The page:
Visiting Purnululu National Park in Australia (the Bungle Bungles)

Purnululu bungle bungle rock formation 2

The northern half of Australia was one of the highlights of my year long road trip around Oz. And a place that holds a particularly special place in my heart is the World Heritage Listed Purnululu National Park, part of the Bungle Bungle Range in the Kimberley Region of Western Australia. It even made it into my Unmissable Western Australia post.

So today I thought we’d take a bit more of an explore into this park via some photos of my time there. After the photos, I’ve got information on where this park is, how to get there, when to visit and where to stay. Enjoy!

Purnululu bungle bungle rock formation

The main highlight of the park are the quite frankly bonkers looking rock formations. These were formed by a combination of oxidisation and cyanobacterial action – or bugs and rust to you and me. However it happened, it looks darn cool!

Purnululu bungle bungle rock formation dry river bed 2

A dried up river bed that must be impressive during the Wet. All that water has to go somewhere!

Purnululu bungle bungle rock formation dry river bed 3

That river bed above, looking the other way.

Purnululu bungle bungle rock formation dry river bed

Pretty impressive stuff alright.

Purnululu bungle bungle cathedral gorge entrance

This is the entrance to Cathedral Gorge, one of the walks you can take around the area. The following few photos are of the walk into Cathedral Gorge. Purnululu bungle bungle cathedral gorge river bed

Purnululu bungle bungle cathedral gorge and sun

 

Purnululu bungle bungle cathedral gorge dried waterfall

The previously photographed dry riverbed is fed from this impressively sized waterfall, which must be fairly amazing in the Wet season! 

Purnululu bungle bungle cathedral gorge entrance 2

The view looking back out of Cathedral Gorge, one of the Purnululu highlights.

Purnululu bungle bungle rock tree outback scenery

It’s not all about the funky coloured rocks though. The outback scenery in this area is outstanding!

Sunset over Purnululu bungle bungle mountain range

And if the beehive domes weren’t quite enough for you, then maybe a trip to the more classic billion year old mountain range that the rest of the Bungle Bungles is made up of will impress you. This is that, at Sunset.

And now for some information to help you plan your trip to Purnululu National Park.

Where is Purnululu National Park?

Purnululu National Park is in the top right corner of Western Australia, in the Kimberley Region. The closest towns are Kununurra, 250 km to the north, and Halls Creek, about 125 km south.

How do I get to Purnululu National Park?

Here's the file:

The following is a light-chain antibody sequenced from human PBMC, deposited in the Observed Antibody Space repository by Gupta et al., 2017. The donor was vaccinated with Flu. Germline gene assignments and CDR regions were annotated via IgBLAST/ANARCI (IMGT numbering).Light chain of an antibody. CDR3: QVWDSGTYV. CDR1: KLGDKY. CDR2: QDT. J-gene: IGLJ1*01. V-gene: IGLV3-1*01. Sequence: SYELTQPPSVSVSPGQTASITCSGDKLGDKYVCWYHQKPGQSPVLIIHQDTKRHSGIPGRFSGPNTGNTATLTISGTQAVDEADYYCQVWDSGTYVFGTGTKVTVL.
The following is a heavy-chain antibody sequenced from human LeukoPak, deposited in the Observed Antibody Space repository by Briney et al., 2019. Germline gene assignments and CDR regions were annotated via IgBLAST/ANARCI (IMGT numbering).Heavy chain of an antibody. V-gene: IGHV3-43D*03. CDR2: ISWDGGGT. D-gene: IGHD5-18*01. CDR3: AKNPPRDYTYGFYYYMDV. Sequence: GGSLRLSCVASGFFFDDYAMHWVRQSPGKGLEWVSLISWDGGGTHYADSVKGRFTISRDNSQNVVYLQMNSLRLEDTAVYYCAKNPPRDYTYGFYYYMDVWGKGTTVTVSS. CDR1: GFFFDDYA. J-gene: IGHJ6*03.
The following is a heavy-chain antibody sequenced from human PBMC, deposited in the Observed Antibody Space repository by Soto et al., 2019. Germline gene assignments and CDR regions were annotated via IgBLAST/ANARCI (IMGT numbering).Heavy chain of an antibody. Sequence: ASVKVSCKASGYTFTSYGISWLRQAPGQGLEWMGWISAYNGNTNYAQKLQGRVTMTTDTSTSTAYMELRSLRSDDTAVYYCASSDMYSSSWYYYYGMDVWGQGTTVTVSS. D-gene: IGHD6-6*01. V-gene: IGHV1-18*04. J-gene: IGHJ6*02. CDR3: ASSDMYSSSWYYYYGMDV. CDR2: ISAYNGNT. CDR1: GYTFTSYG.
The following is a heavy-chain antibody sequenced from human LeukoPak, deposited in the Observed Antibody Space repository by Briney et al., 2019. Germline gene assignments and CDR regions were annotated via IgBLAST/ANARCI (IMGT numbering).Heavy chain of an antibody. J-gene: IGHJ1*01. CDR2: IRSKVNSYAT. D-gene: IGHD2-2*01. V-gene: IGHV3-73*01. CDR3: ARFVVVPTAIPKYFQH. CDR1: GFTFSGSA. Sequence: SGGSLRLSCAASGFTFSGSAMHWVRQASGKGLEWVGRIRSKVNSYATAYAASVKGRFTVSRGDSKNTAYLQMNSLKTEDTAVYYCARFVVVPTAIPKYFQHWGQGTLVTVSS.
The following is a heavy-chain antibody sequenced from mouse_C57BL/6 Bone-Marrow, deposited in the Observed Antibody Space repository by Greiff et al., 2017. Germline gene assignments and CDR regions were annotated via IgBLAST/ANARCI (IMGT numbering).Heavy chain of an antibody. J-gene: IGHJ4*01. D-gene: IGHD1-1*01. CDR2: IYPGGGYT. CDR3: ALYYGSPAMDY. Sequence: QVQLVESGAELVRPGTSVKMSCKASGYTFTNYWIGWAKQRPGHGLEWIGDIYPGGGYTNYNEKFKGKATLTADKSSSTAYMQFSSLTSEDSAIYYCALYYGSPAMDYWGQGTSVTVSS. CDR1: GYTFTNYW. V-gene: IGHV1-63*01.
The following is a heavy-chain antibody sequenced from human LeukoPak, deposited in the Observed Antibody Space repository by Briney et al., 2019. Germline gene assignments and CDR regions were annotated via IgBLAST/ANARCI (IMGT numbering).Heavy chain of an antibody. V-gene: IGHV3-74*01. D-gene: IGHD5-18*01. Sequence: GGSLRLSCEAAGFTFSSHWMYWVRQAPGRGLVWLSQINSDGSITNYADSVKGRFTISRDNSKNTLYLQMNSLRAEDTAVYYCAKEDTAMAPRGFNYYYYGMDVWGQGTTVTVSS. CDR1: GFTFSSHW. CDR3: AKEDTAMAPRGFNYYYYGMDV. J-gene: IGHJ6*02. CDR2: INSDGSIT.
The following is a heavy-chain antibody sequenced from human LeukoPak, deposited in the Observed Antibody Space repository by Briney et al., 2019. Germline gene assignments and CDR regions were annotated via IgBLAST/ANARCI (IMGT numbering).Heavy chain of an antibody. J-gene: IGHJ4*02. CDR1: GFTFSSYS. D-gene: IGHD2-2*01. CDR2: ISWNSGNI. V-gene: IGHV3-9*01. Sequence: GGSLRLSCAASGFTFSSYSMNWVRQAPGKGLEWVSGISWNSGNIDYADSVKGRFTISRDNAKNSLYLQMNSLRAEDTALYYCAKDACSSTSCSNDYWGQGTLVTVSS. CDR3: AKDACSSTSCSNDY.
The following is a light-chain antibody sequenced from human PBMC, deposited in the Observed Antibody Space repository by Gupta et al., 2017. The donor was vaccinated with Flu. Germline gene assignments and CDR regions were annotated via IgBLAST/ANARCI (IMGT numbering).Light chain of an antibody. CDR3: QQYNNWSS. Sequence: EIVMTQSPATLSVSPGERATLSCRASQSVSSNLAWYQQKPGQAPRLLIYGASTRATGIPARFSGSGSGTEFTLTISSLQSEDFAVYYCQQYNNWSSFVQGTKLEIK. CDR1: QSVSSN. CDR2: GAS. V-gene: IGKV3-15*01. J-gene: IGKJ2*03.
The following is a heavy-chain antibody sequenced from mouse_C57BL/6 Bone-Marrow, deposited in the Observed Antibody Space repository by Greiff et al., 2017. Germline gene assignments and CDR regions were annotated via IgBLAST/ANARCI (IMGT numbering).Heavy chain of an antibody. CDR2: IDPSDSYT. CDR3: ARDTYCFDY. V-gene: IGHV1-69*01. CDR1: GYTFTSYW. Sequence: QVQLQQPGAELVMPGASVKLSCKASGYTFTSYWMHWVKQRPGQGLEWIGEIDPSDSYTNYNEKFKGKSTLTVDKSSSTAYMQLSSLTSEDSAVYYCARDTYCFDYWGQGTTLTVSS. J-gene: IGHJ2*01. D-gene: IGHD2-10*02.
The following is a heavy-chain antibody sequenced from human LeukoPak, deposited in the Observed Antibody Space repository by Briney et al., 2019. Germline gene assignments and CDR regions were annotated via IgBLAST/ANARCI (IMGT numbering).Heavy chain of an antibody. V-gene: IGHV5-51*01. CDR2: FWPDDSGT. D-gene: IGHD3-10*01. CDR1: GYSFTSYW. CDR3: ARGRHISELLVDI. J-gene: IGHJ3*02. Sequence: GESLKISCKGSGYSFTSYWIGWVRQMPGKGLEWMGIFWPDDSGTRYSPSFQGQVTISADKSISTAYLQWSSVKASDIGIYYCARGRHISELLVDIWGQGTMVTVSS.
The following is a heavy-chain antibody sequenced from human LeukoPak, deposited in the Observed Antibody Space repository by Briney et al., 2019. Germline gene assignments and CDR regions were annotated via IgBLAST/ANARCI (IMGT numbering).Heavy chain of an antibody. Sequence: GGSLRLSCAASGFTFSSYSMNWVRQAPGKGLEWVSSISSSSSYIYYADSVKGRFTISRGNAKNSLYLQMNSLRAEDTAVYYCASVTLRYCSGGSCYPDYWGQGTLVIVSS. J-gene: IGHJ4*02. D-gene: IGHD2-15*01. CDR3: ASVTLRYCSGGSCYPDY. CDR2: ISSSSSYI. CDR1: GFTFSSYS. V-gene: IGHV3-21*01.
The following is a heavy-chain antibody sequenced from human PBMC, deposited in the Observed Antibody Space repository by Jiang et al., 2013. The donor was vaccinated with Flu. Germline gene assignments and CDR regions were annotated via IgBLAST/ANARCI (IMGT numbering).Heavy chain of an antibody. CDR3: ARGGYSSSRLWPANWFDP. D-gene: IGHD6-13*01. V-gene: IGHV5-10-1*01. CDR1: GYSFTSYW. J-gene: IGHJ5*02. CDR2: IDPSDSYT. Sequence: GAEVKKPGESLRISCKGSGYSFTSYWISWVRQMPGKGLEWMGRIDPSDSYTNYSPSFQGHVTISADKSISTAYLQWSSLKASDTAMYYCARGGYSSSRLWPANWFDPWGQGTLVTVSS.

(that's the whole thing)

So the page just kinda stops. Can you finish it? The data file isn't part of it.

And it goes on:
The only vehicle access to the park is via a 50km long four wheel drive only track off the highway between Halls Creek and Kununurra. This track does have river crossings, so cannot be driven in a normal vehicle.

The other way into the park is by air, with flights available from a variety of locations including Kununurra.

When is the best time to visit Purnululu National Park?

Like much of the northern half of Australia, the best time to visit is during the dry season, which runs from around April to November, give or take a month or so. The vehicle track is impassable during the wet season. The later on in the dry you go, the hotter and more humid it is going to be. For more thoughts on planning a trip to Australia, and when to go, take a look at my planning a trip to Australia post.

Where can I stay in Purnululu National Park?

For me, the best way to experience a park like this is to get as close to nature as possible, and so camping is the way forward. If that’s your sort of style, too, then there are two campsites to suit, the Kurrajong Campsite and the Walardi Campsite. These are fairly similar in terms of facilities – i.e., you get bush toilets, and taps featuring bore water, which needs sterilising before drinking, and tastes, frankly, a bit shit. You’re probably better off bringing in your drinking water.

Both campsites require you to pay a small fee, which can be paid at the visitor centre in the park.

If rough camping isn’t quite your style, then you can go for one of the more upmarket luxury camping options, which feature such glamorous options as hot showers and actual meals. Although, you have to pay somewhat more for this option!

Palms - Echidnae Chasm - Australia

The palms of Echidae Chasm, another highlight of the park. Here you can squeeze into a chasm, with mighty rock walls towering up all around you.

I hope you enjoyed today’s post on the Purnululu National Park! As you can see, this is a pretty special place amongst many in Western Australia, with loads to see and experience. I’d advise taking at least a couple of days to soak it all in.

Now all that’s left is for you to tell me your thoughts on the post! Is this somewhere you’ve been, or is it firmly on your to-do list? Which is your favourite of the above pictures? Let me know in the comments below.

I often get asked what gear I use for my photos. Check out my full Photography Gear post to find out!




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